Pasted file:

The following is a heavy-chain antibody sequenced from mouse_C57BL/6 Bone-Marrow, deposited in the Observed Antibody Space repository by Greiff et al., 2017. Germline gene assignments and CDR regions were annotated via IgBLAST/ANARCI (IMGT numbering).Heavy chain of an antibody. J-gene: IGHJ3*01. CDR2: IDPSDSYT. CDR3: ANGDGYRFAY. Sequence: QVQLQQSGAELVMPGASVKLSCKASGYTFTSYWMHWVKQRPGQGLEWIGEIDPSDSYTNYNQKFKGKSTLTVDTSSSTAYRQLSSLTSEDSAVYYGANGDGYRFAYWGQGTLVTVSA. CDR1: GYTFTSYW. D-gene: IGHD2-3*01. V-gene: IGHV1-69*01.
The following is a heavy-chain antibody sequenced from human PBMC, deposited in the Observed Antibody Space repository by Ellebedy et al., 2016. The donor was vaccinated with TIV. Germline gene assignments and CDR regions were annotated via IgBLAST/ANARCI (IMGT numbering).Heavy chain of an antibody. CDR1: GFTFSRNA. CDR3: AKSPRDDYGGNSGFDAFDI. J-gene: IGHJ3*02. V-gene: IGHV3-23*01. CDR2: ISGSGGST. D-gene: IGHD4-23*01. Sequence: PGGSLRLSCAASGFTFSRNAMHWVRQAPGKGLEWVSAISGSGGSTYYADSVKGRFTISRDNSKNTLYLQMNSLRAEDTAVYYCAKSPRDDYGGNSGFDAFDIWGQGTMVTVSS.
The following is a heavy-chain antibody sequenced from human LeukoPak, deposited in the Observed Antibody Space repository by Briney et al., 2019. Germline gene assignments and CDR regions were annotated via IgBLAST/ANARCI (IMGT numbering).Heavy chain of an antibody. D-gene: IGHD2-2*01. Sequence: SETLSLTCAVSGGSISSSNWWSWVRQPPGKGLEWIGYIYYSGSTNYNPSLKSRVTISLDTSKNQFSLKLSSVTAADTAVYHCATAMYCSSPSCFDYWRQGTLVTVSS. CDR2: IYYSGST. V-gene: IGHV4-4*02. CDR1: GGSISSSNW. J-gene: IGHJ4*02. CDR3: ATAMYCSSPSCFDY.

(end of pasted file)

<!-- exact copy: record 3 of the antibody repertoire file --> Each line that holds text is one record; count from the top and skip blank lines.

The following is a heavy-chain antibody sequenced from human LeukoPak, deposited in the Observed Antibody Space repository by Briney et al., 2019. Germline gene assignments and CDR regions were annotated via IgBLAST/ANARCI (IMGT numbering).Heavy chain of an antibody. D-gene: IGHD2-2*01. Sequence: SETLSLTCAVSGGSISSSNWWSWVRQPPGKGLEWIGYIYYSGSTNYNPSLKSRVTISLDTSKNQFSLKLSSVTAADTAVYHCATAMYCSSPSCFDYWRQGTLVTVSS. CDR2: IYYSGST. V-gene: IGHV4-4*02. CDR1: GGSISSSNW. J-gene: IGHJ4*02. CDR3: ATAMYCSSPSCFDY.